Saturday, January 16, 2016

Character studies--George J. Gaskin(1863-1920)

"I was the zenith. Not a doubt could defeat that claim!" is similar to what George J. Gaskin claimed about his voice and popularity in the early recording business. 

Since to-day is Gaskin's birthdate, I thought it would be very appropriate to complete a post on him to-day. 
He believed he was the most popular recording star of the recording business in the 1890's, which, in many ways, he actually was, but that's partially just his ego talking mush. He recorded the most of the songs that many people who aren't record nerds remember now, which is a big plus on his part. Len Spencer made more records, but he didn't record some of the most easily remembered songs(ahem! most of them were coon songs!). Gaskin was very popular no doubt, as a phonograph singer and a general singer on the stage as well, which didn't always work with these studio singers. Gaskin was an interesting character in this mix of interesting and odd studio performers. Just as most of them were. For some reason, there's much mystery about Gaskin, even if he was one of the most popular recording artists of the 1890's. Just to put this into perspective, we know more about Dan W. Quinn and Len Spencer more than Gaskin, and Gaskin is sometimes regarded as being more popular than those two. There are also many "studio stories" that surround Gaskin's history, some true, and some not. 

Gaskin was a very vain chap, and his flamboyant personality could be seen in everything he did. He was a striking fellow, with dark auburn hair, always slicked in one direction, bright steel-blue eyes, light eyebrows, and a crooked mouth that affected his speech greatly. He seemed careless in the studios sometimes, and this is where the rumor that he chewed tobacco in the studio rooms spread. One person said that they recalled Gaskin as a singer who would chew tobacco in the studios, and spit it into the horns, or on the floor somewhere near. That tale only spread because of how they all knew he was flamboyant and eager for attention. It's more than likely to not be true, but it's funny anyhow, whoever it came from. He wasn't picky about what what Issler and Gaisberg should play when he was back at North American and Edison, early on, in fact, he really grew to like Columbia's and Berliner's pianist Fred Gaisberg. He began working for Berliner in 1894, the year that he first came to the U.S. to make records commercially. Gaskin was chosen along with Russ Hunting, Billy Golden, A. C. Weaver, and David Bangs. He was hard to work with when Berliner himself was in the room, as Gaskin would drink, chew tobacco, and act as he did, in front of the inventor of the machine he was singing to. In 1894, Gaskin also began to record regularly for Columbia(though he did make some cylinders for them in 1893), and this was when he split ties with Edison's company, as North American vanished in '94, and that was part of Edison after that. After happily being himself in the studios, working with Gaisberg and George Schweinfest, at Columbia and Berliner, along came Fred Hylands in 1897. Gaskin liked Hylands' sense of humor and playing style, and his willingness to work with everyone, but Gaskin must not have been fond of  how big a personality he was, and he was just the pianist! It was a slight battle of attention any time Gaskin came in and Hylands was there. He thought of himself so great, that he thought he could sing anything that he wanted, even though his renditions of "Coon Songs" were infamously disliked by record buyers, but were bought mostly as "gags"(everyone knew Len Spencer's were better!). He was told by his fellows in the studio to not sing "coon songs", and to stick to singing popular songs and Irish songs. He refused to listen to everyone, and he still recorded anything that he was told was new, or that the other artists were singing. He still thought he was the best of the Irish tenors, even by 1900 and 1901 when he was beginning to fade in the business. He was working only for Columbia and Zon-O-phone by then, and occasionally for Leeds when 1903 came along. He still preferred the piano accompaniment at Columbia, even if it just happened to still be Fred Hylands there. By 1903, he must have known somewhat that he was going to be ending his recording career soon, even if he must have acted as though he denied it. By 1904, he was out of the business, much like Dan Quinn was within the next two years. It is unknown what he did in the time he was gone, but it has been said that he stayed in vaudeville and performing for the rich. In 1917, he returned for a brief time to make a few records, much like Dan Quinn did. He must have known that his style was a gone fad, that only the older generation could enjoy. He couldn't adapt, and he didn't want to either. He must have known that he wouldn't live much longer, as he died three years later in 1920.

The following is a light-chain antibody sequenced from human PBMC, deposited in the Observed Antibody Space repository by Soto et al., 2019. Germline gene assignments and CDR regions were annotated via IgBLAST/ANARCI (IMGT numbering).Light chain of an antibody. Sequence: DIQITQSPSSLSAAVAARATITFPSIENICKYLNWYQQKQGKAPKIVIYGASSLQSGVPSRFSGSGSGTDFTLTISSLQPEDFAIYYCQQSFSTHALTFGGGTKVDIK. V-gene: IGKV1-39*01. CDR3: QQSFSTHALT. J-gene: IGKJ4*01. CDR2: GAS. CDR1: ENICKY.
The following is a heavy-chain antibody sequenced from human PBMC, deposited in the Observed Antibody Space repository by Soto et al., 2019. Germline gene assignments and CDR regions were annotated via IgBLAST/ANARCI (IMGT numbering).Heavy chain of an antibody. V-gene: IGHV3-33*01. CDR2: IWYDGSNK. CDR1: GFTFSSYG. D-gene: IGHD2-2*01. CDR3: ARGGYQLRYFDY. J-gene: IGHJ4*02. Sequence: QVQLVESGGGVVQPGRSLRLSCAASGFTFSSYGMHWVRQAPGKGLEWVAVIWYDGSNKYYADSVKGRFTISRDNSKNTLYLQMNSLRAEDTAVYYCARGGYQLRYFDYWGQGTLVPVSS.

Even though he made thousands of records between 1891 and 1904, his records are still rather hard to find to-day, so they are almost certain to be pricey when searching around for them. 
Happy birthday Gaskin! 

I hope you enjoyed this! 

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